Seitlholo is determined to make information on the mafia arrests public.
“At the end of the day, the spat between Zikalala and I doesn’t matter. What matters is that society is empowered to act and protect itself. My job is to hold the minister to account. He has said between 200 and 682 people have been arrested. We need to verify this, and I haven’t been able to, either by asking the minister in Parliament or getting a response from SAPS to my Paia application.
“The ANC has legitimised these mafias and business forums. Now they say they are acting against them but can’t offer us any proof. The mafias aren’t acting in the name of transformation. They are criminals with not a care in the world for anyone but themselves.
“We need to know who has been arrested, where and what for. We need to know if these people are politically connected. We aren’t asking for the NPA to give us information about their investigations. This is a simple concept fundamental to democracy: for justice to be done it must be seen to be done. Let’s see who has been arrested and if they are connected. Let’s deal with it by sharing information and making it a priority crime.”
Zikalala’s spokesperson, Lennox Mabaso, said he was satisfied the government’s response to construction mafias was appropriate.
Last week police arrested 11 men in Inanda, Durban, and seized rifles, pistols and 120 rounds of ammunition.
The arrests reflect a significantly beefed-up response to construction mafias, according to a source on the KZN integrated task team, with representatives from Business Against Crime, the NPA, private security, the SAPS and Durban metro police.
The source said: “The suspects were linked to syndicates associated with the construction mafia, the taxi industry and related security. This is a breakthrough. Those guys thought they were untouchable. The SAPS provincial anti-extortion task team only had a commander up until a month ago, but it was activated in the last month with dedicated members supported by metro police. Things are massively improved.”
Government critics point to repeated threats to act against mafias. Last month Ramaphosa, who has previously described mafia activity as “radical economic robbery”, said the SAPS had established 20 economic infrastructure task teams across the country to protect critical infrastructure and tackle the mafias.
“We are seeing results,” Ramaphosa said, adding that he had deployed 880 SANDF members to support police.
Business Against Crime’s Viljoen said mafias were regarded as a priority crime by the government.
“The awareness is there, but the challenge is operationally. Police at the ground level don’t always know how to deal with extortion, or they don’t want to. You can’t negotiate with mafias. It is a crime to do so,” Viljoen said.
The challenge facing the state remains enormous. The experience of one stakeholder shows the extent.
In September, the South African National Roads Agency Limited (Sanral) was part of an Infrastructure South Africa stakeholder meeting where a representative said billions of rands in projects had been held up since 2019.
The Sanral representative said two of its contractors didn’t alert police to threats and instead, paid extortionists.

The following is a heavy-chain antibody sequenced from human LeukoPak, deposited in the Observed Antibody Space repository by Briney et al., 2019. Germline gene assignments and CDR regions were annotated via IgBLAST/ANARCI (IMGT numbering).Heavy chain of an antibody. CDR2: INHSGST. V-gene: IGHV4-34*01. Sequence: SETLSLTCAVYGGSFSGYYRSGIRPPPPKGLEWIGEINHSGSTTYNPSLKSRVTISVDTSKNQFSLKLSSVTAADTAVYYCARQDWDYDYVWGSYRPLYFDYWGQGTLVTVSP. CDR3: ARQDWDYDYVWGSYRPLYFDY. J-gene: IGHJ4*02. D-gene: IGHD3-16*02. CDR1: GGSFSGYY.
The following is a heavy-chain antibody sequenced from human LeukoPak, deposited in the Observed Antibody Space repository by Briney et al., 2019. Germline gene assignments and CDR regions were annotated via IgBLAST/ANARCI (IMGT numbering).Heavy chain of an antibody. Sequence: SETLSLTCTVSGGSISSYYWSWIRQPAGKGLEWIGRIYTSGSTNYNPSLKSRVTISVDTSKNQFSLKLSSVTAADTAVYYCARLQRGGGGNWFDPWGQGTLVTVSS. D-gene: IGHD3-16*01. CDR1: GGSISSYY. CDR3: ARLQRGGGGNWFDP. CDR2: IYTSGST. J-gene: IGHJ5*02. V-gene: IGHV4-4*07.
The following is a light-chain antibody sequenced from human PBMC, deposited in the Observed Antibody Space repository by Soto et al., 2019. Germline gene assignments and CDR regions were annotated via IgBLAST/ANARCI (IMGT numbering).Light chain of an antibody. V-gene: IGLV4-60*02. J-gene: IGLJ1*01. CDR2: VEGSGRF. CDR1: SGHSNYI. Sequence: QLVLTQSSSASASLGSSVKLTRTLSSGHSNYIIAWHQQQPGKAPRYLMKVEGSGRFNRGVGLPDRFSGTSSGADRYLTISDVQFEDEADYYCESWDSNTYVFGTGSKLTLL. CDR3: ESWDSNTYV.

In Gauteng, the representative said, one project alone had 24 disruptions from mafias. He said since August 2019, a total of 712 cases of mafia-related activity had been logged. Of those, 185 cases were withdrawn and 165 were closed. A total of 277 arrests were made, involving 96 cases. This resulted in 52 suspects being tried and sentenced collectively to 89 years in prison.
This week, the Inclusive Society Institute released a report into the construction industry which is historically a key economic driver. The report said the contribution of the industry (comprising mining, manufacturing and construction) to the gross domestic product had been declining steadily in the last three decades, from 31.2% in 1994 to 24.4% in 2022.
The report, quoting National Treasury, said the prolonged underperformance was due to subdued investment, diminished confidence, unsustainable undercutting on tender prices and a surge in organised crime.
The rise of construction mafias, the report said, could be attributed to the inadequacy of effective empowerment, a lack of robust local government and the opportunistic actions of some political leaders.
“This complex dynamic mirrors the fragmented state of politics in South Africa, where not only is the ruling party facing internal challenges, but fragmentation is also prevalent among opposition parties.”
Julian Rademeyer is the director of the Organised Crime Observatory of the Global Initiative Against Transnational Organized Crime, an organisation that produced a comprehensive threat assessment of criminal economies in South Africa last year.
He said transparency around the criminal justice system was vital, especially regarding arrests and successful prosecutions involving mafia figures.
“Organised crime today poses an existential threat to South Africa, its economy and its people. There is an urgent need for coordinated, strategic action. Without it, criminal networks will continue to operate with a sense of impunity, with little fear of any real consequences for their actions.
“Extortion, once it has become embedded and an accepted ‘cost’ of doing business, is extraordinarily difficult to uproot. Strategic investigations aimed at systematically disrupting and dismantling construction mafia networks, coupled with arrests, prosecutions and convictions can have a powerful impact. But they must be swift, fair and certain and be seen to be done.” DM
For help in dealing with organised criminal networks, contact Business Against Crime on 011 8830717.
This article was made possible, in part, by a grant from the Henry Nxumalo Foundation for Investigative Reporting.
This story first appeared in our weekly Daily Maverick 168 newspaper, which is available countrywide for R29.